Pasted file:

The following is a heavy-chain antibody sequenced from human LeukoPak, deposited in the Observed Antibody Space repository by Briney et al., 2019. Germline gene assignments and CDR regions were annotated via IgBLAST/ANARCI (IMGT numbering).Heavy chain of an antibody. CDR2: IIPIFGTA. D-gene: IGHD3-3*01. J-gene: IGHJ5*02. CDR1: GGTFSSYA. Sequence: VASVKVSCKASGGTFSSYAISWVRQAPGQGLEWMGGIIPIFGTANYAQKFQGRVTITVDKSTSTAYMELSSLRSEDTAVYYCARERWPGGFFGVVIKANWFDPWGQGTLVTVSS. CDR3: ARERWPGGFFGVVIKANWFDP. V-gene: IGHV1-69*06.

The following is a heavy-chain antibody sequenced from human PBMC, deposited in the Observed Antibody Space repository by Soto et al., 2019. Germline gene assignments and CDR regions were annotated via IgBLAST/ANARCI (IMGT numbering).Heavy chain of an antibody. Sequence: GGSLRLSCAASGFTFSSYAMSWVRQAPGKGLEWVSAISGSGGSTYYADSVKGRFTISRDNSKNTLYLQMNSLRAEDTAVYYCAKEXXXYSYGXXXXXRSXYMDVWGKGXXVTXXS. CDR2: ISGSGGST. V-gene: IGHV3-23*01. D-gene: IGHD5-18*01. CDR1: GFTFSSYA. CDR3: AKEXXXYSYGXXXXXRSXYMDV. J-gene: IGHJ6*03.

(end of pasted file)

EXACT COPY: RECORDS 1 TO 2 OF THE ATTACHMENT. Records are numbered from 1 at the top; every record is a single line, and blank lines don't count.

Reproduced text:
The following is a heavy-chain antibody sequenced from human LeukoPak, deposited in the Observed Antibody Space repository by Briney et al., 2019. Germline gene assignments and CDR regions were annotated via IgBLAST/ANARCI (IMGT numbering).Heavy chain of an antibody. CDR2: IIPIFGTA. D-gene: IGHD3-3*01. J-gene: IGHJ5*02. CDR1: GGTFSSYA. Sequence: VASVKVSCKASGGTFSSYAISWVRQAPGQGLEWMGGIIPIFGTANYAQKFQGRVTITVDKSTSTAYMELSSLRSEDTAVYYCARERWPGGFFGVVIKANWFDPWGQGTLVTVSS. CDR3: ARERWPGGFFGVVIKANWFDP. V-gene: IGHV1-69*06.

The following is a heavy-chain antibody sequenced from human PBMC, deposited in the Observed Antibody Space repository by Soto et al., 2019. Germline gene assignments and CDR regions were annotated via IgBLAST/ANARCI (IMGT numbering).Heavy chain of an antibody. Sequence: GGSLRLSCAASGFTFSSYAMSWVRQAPGKGLEWVSAISGSGGSTYYADSVKGRFTISRDNSKNTLYLQMNSLRAEDTAVYYCAKEXXXYSYGXXXXXRSXYMDVWGKGXXVTXXS. CDR2: ISGSGGST. V-gene: IGHV3-23*01. D-gene: IGHD5-18*01. CDR1: GFTFSSYA. CDR3: AKEXXXYSYGXXXXXRSXYMDV. J-gene: IGHJ6*03.